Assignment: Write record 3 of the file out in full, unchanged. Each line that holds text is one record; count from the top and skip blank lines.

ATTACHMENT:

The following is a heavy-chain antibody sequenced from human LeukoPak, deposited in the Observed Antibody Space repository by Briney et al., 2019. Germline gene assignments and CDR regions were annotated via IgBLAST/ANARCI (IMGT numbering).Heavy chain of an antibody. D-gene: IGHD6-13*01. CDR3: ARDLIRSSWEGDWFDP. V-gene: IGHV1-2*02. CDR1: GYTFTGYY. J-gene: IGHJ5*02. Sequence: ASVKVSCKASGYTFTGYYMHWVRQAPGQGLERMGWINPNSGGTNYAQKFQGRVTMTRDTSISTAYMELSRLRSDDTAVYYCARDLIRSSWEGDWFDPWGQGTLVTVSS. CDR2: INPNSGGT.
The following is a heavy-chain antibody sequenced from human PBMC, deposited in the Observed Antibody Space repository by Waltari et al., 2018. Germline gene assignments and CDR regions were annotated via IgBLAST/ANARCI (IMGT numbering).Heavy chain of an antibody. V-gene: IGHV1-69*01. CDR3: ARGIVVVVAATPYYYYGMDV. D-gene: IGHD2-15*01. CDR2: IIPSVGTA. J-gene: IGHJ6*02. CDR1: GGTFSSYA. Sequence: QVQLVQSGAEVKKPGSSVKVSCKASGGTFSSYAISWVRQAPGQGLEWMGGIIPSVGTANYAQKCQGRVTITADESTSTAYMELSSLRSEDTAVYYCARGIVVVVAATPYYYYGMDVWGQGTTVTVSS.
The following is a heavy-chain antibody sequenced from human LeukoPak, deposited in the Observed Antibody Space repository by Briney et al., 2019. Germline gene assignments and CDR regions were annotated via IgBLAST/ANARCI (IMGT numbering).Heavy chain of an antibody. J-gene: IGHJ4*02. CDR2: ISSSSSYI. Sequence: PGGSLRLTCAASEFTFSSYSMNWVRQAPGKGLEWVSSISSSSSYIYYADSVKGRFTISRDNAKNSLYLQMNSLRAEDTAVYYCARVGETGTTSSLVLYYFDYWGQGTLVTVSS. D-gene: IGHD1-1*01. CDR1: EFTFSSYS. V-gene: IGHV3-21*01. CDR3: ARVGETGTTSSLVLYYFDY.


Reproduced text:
The following is a heavy-chain antibody sequenced from human LeukoPak, deposited in the Observed Antibody Space repository by Briney et al., 2019. Germline gene assignments and CDR regions were annotated via IgBLAST/ANARCI (IMGT numbering).Heavy chain of an antibody. J-gene: IGHJ4*02. CDR2: ISSSSSYI. Sequence: PGGSLRLTCAASEFTFSSYSMNWVRQAPGKGLEWVSSISSSSSYIYYADSVKGRFTISRDNAKNSLYLQMNSLRAEDTAVYYCARVGETGTTSSLVLYYFDYWGQGTLVTVSS. D-gene: IGHD1-1*01. CDR1: EFTFSSYS. V-gene: IGHV3-21*01. CDR3: ARVGETGTTSSLVLYYFDY.